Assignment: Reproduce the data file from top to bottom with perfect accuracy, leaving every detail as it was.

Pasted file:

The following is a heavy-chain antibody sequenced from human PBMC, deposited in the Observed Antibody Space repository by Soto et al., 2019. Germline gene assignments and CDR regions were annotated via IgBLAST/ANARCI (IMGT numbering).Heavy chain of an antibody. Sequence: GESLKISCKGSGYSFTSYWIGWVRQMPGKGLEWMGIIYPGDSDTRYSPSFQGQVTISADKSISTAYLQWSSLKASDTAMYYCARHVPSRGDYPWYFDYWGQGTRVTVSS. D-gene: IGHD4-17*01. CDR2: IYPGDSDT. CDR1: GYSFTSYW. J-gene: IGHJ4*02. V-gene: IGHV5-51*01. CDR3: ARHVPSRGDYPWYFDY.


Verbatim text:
The following is a heavy-chain antibody sequenced from human PBMC, deposited in the Observed Antibody Space repository by Soto et al., 2019. Germline gene assignments and CDR regions were annotated via IgBLAST/ANARCI (IMGT numbering).Heavy chain of an antibody. Sequence: GESLKISCKGSGYSFTSYWIGWVRQMPGKGLEWMGIIYPGDSDTRYSPSFQGQVTISADKSISTAYLQWSSLKASDTAMYYCARHVPSRGDYPWYFDYWGQGTRVTVSS. D-gene: IGHD4-17*01. CDR2: IYPGDSDT. CDR1: GYSFTSYW. J-gene: IGHJ4*02. V-gene: IGHV5-51*01. CDR3: ARHVPSRGDYPWYFDY.